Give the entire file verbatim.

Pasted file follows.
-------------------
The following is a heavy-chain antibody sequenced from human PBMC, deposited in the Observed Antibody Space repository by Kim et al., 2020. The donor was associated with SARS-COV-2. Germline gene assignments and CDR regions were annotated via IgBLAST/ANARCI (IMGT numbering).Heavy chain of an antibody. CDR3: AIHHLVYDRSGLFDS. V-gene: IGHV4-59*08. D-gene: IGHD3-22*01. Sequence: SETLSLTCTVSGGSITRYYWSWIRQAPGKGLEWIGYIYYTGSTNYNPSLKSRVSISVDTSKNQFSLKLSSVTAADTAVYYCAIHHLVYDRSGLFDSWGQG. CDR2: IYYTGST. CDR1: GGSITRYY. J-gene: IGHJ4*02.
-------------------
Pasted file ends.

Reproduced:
The following is a heavy-chain antibody sequenced from human PBMC, deposited in the Observed Antibody Space repository by Kim et al., 2020. The donor was associated with SARS-COV-2. Germline gene assignments and CDR regions were annotated via IgBLAST/ANARCI (IMGT numbering).Heavy chain of an antibody. CDR3: AIHHLVYDRSGLFDS. V-gene: IGHV4-59*08. D-gene: IGHD3-22*01. Sequence: SETLSLTCTVSGGSITRYYWSWIRQAPGKGLEWIGYIYYTGSTNYNPSLKSRVSISVDTSKNQFSLKLSSVTAADTAVYYCAIHHLVYDRSGLFDSWGQG. CDR2: IYYTGST. CDR1: GGSITRYY. J-gene: IGHJ4*02.